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China accused of rushing bridge opening
by Staff Writers
Beijing (AFP) July 7, 2011

Chinese officials have been accused of rushing construction of the world's longest sea bridge to open for the Communist Party's 90th anniversary, with nuts left unfastened, state media said Thursday.

In the haste to finish the bridge before the July 1 celebrations, nuts on guard rails were in place but not fastened on a roughly 15-metre section of the 36.5-kilometre (22.7-mile) Jiaozhou Bay Bridge, the Global Times said.

The lighting system also had not been installed before it opened on June 30 and it would take at least two months to finish all the bridge's features, state-run China Central Television reported earlier this week.

"Time was running out," a construction worker told state television as he tightened nuts on the guard rails.

The Global Times newspaper quoted Han Bin, a bridge expert at Beijing Jiaotong University, saying: "In order to present a gift for July 1, some works were unable to be finished before the bridge rushed to open to traffic."

"If accidents occur and hit the guard rails, problems might rise."

The dates for openings of major infrastructure projects in China often coincide with the anniversary of the ruling Communist Party on July 1 or the October 1 National Day to showcase the government's achievements.

Despite the rush, the chief engineer for the Jiaozhou Bay Bridge insisted the structure was safe and ready for traffic, the official Xinhua news agency said Wednesday.

"The status of secondary features does not affect the main project or the opening of the bridge," Shao Xinpeng was quoted saying, adding the lighting system was only aesthetic.

Internet users were not convinced, accusing engineers and local authorities of putting propaganda ahead of safety as they posted video and photos of the yet to be completed bridge online.

"Infrastructure projects opened earlier than scheduled for window-dressing could lead to chaos and even horrible disasters, which are not rare," one web user said in a post on Weibo, a popular twitter-like microblogging service.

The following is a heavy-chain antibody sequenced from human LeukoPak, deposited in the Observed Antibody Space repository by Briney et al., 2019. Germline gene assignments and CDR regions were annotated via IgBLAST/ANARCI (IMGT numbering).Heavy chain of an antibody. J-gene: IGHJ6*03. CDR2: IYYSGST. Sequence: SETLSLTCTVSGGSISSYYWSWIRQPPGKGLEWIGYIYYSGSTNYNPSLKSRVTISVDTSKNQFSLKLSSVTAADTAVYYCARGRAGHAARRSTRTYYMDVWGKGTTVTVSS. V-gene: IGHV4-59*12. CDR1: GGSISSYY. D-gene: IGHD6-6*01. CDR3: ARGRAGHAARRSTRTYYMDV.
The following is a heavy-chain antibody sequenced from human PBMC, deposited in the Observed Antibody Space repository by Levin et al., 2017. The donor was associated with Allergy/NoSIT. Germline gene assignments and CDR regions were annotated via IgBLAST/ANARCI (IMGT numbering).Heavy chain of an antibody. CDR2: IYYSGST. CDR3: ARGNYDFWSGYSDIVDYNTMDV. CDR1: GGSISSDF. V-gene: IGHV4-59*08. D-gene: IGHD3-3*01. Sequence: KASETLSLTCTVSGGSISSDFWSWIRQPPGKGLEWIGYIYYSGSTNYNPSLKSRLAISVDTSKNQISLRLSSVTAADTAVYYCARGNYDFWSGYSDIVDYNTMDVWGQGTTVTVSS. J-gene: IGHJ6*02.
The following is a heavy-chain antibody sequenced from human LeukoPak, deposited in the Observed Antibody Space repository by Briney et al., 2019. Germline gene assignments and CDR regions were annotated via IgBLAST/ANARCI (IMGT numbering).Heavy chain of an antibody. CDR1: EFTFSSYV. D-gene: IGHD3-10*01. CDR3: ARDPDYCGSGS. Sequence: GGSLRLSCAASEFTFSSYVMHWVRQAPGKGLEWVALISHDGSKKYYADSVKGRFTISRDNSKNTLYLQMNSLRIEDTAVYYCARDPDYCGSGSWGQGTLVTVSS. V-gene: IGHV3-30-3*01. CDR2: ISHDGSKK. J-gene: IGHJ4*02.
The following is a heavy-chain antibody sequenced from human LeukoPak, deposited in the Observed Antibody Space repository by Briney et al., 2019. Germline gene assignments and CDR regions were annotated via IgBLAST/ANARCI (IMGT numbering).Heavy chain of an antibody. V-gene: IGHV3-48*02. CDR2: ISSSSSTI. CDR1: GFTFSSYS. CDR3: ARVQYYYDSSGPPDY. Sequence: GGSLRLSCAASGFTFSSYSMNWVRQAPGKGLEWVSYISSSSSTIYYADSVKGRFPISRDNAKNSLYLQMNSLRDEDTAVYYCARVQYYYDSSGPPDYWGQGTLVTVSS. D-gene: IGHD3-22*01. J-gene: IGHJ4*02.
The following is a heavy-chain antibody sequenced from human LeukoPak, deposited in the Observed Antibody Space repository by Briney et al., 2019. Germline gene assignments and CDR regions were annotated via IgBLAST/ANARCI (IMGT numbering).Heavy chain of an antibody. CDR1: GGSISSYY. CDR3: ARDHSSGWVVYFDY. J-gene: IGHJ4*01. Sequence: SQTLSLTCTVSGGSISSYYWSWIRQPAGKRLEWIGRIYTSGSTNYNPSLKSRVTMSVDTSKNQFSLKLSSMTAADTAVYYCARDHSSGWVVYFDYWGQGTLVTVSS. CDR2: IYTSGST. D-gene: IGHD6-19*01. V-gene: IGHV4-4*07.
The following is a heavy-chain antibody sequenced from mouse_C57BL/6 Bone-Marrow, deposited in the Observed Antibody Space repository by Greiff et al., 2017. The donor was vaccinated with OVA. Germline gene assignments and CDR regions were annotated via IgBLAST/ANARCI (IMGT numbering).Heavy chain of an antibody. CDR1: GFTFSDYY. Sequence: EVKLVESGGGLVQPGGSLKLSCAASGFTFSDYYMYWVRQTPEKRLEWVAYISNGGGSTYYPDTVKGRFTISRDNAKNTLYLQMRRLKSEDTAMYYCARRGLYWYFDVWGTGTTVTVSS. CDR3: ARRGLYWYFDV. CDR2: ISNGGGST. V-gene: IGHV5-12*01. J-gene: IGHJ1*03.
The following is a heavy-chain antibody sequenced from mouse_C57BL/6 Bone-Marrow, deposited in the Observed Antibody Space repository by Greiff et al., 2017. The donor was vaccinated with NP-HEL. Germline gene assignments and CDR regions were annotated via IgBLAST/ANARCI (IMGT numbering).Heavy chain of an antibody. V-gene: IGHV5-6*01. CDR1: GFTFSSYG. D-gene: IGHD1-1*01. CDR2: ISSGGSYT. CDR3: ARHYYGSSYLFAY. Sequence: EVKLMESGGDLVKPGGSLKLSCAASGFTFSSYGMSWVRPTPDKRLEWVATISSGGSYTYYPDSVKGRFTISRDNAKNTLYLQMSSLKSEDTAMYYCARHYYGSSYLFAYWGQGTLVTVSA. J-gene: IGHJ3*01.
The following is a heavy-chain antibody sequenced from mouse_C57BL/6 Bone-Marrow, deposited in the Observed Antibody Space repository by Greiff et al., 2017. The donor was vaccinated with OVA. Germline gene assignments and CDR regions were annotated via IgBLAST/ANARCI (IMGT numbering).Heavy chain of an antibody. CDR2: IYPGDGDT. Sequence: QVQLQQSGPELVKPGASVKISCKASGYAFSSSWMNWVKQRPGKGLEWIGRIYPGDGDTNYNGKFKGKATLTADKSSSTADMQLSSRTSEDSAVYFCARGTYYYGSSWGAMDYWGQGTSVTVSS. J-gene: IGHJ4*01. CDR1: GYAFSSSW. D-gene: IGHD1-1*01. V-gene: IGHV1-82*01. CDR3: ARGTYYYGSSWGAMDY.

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New material could control temperatures
Ningbo, China (UPI) Jul 7, 2011 - Chinese researchers say a material that can retain and release heat for specific temperature requirements could mean lower costs to heat and cool buildings.

Scientists at The University of Nottingham Ningbo China believe the new material, which could be used in existing structures as well as new builds, could offer considerable energy savings.

The non-deformed energy storage phase change material has the advantage of a larger energy storage capacity with faster thermal response than existing materials and could be cheaply manufactured, a university release said Thursday.

If, for example, the desired temperature in a room is 71 degrees Fahrenheit, the material can be made to absorb any excess heat above that temperature, researchers said.

The heat-regulating material could be applied anywhere, from walls and roofs to wallpaper, they said.

"The construction industry produces more carbon emissions than any other industry in the world -- even more than aviation," UNNC researcher Jo Darkwa said.

"In China, the building sector is one of the highest energy consuming sectors, accounting for about 30 per cent of total energy usage and also a significant proportion of pollutant emissions.

"This material, if widely used, could make a major impact in the world's efforts to reduce carbon emission," he said.

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Recycling: A new source of indispensible 'rare earth' materials
Washington DC (SPX) Jul 05, 2011
That axiom of sustainability "recycle and reuse" could help ease concerns about a reliable supply of substances, indispensible for a modern technological society, that are produced almost exclusively in the Peoples' Republic of China. That's the conclusion of a study on these so-called "rare earth" elements in the ACS journal Environmental Science and Technology. Xiaoyue Du and Thoma ... read more

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